Well, I decided I wanted to be able to participate in “Project the Second” conversation over on the Facebook group, so I leapfrogged past a couple unread works* to jump into Hamlet with everyone else. Well not quite with everyone else. The schedule starts that play on April 19th, and I was still finishing up with King John.
(I may be willing to skip unread works, but I am not constitutionally able to jump out of a half-read play in order to catch up with the cool kids!)
So I started Hamlet on April 23rd, which should have let me stay mostly on track. Instead, I am once again behind. The group moved onto Lucrece yesterday, and I am still stuck between Acts 2 and 3. Exactly where I’ve been since Sunday night.**
Oh well. Whenever I read the remaining three acts,*** I’ll jump back into the schedule from that particular pier.
To recap from yesterday: inductions are a thing in Elizabethan drama, and Taming of the Shrew starts out with one of ’em that features drunkard and beggar Christopher Sly.
Here’s the bare-bones recap. Lord (with hunting party) stumble across a sleeping Sly and decides to play a practical joke on him. So when Sly wakes up again, he’s been installed and dressed up as lord of the manor, with all assembled (including the true Lord pretending to be a servant) catering to Sly’s wishes and rejoicing that their “noble lord” is come out of the possession/insanity that has ruled his faculties for some dozen years or so. “Her Ladyship” (actually one of the Lord’s pages in disguise) encourages “her husband”
For so your doctor’s hold it very meet,
Seeing too much sadness hath congealed your blood
And melancholy is the nurse of frenzy.
Therefore they thought it good you hear a play
And frame your mind to mirth and merriment,
Which bars a thousand harms and lengthens life.
The pair sits down at the edge of the stage and then the real play begins.
One of the fun pieces of these few months in Project the Second is the chance to contemplate the different levels of relationship I have with different titles in Shakespeare’s oeuvre. So far, I’ve read plays that I’ve read before but never seen (Julius Caesar), plays I’ve read and seen before (Titus, Comedy of Errors, Twelfth Night), plays I’ve read and seen and taught before (R&J, Richard 3), and plays I’ve neither read nor seen before (2 of the 3 Henry 6s).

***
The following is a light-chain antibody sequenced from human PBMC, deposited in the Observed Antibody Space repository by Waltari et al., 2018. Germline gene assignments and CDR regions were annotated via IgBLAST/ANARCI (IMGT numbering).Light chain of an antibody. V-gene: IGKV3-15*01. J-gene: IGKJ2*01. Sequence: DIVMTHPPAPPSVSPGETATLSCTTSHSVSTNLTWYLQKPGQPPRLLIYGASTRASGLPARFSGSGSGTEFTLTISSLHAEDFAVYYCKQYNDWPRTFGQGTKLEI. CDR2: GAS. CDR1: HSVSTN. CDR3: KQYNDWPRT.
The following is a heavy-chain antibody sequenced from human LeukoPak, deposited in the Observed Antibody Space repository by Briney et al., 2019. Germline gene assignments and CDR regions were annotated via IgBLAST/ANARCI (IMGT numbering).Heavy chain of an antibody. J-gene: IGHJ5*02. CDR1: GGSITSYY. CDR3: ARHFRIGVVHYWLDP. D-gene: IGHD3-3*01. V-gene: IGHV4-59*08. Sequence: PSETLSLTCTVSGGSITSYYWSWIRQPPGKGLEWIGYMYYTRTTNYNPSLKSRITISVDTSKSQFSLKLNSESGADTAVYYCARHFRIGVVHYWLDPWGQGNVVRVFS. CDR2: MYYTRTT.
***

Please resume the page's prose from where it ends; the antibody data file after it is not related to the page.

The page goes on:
And then there was the one play that I’ve seen performed but have never actually read: Taming of the Shrew.
Now, according to my rules of engagement for the first Shakespeare Project, that shouldn’t actually happen. Part of my whole system here is that once I secure tickets for a performance where I’ll be collecting a new play, I read the play in question. I want to have enough basic familiarity with the plot and characters that I’m able to appreciate the performance at a deeper level.
Now, I collected Shrew early enough in the Project that I can’t recall, all these years later, why I didn’t take the time to read the play. (Maybe I thought I had enough familiarity with plot and character through seeing the Cole Porter and Moonlighting adaptations?)
Whatever my initial reasons, the lacuna in my reading knowledge of Shrew became abundantly clear at the very beginning of the play’s prologue, which is marked by the entrance of Christopher Sly.
*record scratch* Who?!?
It’s been interesting to watch the ebbs and flows of my show-collecting pace over the years of The Project. When I first started, I was able to add new shows pretty quickly, because almost every available production would be for a show I hadn’t collected yet. Then, after I got the more popular entries under my belt, the pace slowed down. But I was still able–for the most part–to get at least one new show checked off in any given year.
At least for a while. Ever since I took that October 2012 pilgrimage to see the American Shakespeare Center, my tally has stayed steady at 27.
…and start all over again!
But not tonight. Tonight I’ve already restarted the “everyday blog” with a bit of a meditation on the stage managing adventure I’ve recently closed out. And since that was Sondheim, not Shakespeare, there’s not a whole lot more I should say about that over here.